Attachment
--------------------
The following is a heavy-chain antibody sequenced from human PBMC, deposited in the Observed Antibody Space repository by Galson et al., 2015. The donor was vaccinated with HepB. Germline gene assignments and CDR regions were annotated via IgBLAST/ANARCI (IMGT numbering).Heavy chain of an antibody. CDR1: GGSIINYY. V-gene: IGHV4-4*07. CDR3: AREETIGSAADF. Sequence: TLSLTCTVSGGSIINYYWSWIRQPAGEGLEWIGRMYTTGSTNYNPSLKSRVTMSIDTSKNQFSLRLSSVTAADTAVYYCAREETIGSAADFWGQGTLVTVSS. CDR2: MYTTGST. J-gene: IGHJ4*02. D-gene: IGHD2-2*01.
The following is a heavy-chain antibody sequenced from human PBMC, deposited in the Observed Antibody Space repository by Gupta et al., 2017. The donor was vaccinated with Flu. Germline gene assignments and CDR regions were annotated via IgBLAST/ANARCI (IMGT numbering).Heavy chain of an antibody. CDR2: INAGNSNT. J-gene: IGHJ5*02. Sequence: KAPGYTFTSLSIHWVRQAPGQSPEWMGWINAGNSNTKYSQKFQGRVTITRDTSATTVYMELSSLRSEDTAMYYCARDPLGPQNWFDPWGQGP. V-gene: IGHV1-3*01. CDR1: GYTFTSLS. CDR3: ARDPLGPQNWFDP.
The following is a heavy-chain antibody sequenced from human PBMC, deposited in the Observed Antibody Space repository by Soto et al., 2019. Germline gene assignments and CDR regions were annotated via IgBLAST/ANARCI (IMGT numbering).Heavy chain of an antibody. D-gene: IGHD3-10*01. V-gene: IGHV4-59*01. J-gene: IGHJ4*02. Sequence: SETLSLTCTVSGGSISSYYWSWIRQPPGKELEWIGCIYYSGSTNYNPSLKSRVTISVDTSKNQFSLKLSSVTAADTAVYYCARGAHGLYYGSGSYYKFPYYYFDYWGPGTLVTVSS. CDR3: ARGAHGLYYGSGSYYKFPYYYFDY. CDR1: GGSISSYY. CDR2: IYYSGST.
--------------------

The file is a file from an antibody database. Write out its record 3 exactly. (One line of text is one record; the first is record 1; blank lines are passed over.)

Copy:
The following is a heavy-chain antibody sequenced from human PBMC, deposited in the Observed Antibody Space repository by Soto et al., 2019. Germline gene assignments and CDR regions were annotated via IgBLAST/ANARCI (IMGT numbering).Heavy chain of an antibody. D-gene: IGHD3-10*01. V-gene: IGHV4-59*01. J-gene: IGHJ4*02. Sequence: SETLSLTCTVSGGSISSYYWSWIRQPPGKELEWIGCIYYSGSTNYNPSLKSRVTISVDTSKNQFSLKLSSVTAADTAVYYCARGAHGLYYGSGSYYKFPYYYFDYWGPGTLVTVSS. CDR3: ARGAHGLYYGSGSYYKFPYYYFDY. CDR1: GGSISSYY. CDR2: IYYSGST.